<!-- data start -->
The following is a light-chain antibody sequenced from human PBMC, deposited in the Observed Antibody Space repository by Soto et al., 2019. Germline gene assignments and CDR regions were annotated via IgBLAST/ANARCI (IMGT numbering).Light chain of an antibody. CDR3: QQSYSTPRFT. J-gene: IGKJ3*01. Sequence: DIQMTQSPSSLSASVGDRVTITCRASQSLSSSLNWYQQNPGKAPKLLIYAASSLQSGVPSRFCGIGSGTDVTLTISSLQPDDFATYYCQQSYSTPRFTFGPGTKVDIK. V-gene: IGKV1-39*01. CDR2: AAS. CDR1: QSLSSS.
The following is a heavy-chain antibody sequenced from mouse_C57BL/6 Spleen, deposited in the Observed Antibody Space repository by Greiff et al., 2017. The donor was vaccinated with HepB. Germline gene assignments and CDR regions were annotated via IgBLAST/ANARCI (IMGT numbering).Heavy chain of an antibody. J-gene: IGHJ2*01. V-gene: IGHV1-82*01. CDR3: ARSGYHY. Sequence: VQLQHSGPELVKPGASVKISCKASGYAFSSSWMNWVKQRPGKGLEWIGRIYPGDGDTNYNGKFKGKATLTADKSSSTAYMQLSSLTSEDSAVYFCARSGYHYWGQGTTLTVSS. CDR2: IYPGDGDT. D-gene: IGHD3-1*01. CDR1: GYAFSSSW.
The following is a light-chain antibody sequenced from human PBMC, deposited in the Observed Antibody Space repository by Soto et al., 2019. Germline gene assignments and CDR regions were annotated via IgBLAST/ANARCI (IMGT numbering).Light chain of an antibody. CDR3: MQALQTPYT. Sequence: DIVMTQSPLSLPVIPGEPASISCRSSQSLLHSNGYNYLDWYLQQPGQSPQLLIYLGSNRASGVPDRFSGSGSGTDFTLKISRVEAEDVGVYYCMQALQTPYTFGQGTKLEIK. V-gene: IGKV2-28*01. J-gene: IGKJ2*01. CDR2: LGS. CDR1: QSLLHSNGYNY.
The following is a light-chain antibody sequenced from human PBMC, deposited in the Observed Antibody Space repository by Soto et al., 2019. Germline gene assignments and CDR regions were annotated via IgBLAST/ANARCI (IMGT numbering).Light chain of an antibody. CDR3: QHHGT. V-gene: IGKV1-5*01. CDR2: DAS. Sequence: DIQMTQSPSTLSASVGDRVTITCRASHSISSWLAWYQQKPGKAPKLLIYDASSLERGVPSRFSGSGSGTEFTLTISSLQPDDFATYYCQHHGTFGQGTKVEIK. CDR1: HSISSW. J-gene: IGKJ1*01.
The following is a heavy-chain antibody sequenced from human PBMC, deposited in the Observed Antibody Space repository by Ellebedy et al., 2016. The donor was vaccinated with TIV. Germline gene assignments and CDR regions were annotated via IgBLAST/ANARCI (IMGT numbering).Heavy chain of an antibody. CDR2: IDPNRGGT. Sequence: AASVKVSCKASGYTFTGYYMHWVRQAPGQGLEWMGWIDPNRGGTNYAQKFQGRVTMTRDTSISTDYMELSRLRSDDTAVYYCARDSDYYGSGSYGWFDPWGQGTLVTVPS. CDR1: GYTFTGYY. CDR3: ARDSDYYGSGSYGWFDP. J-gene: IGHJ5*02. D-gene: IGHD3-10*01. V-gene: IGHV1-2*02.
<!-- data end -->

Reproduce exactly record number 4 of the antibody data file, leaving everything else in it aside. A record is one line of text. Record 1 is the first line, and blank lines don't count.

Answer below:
The following is a light-chain antibody sequenced from human PBMC, deposited in the Observed Antibody Space repository by Soto et al., 2019. Germline gene assignments and CDR regions were annotated via IgBLAST/ANARCI (IMGT numbering).Light chain of an antibody. CDR3: QHHGT. V-gene: IGKV1-5*01. CDR2: DAS. Sequence: DIQMTQSPSTLSASVGDRVTITCRASHSISSWLAWYQQKPGKAPKLLIYDASSLERGVPSRFSGSGSGTEFTLTISSLQPDDFATYYCQHHGTFGQGTKVEIK. CDR1: HSISSW. J-gene: IGKJ1*01.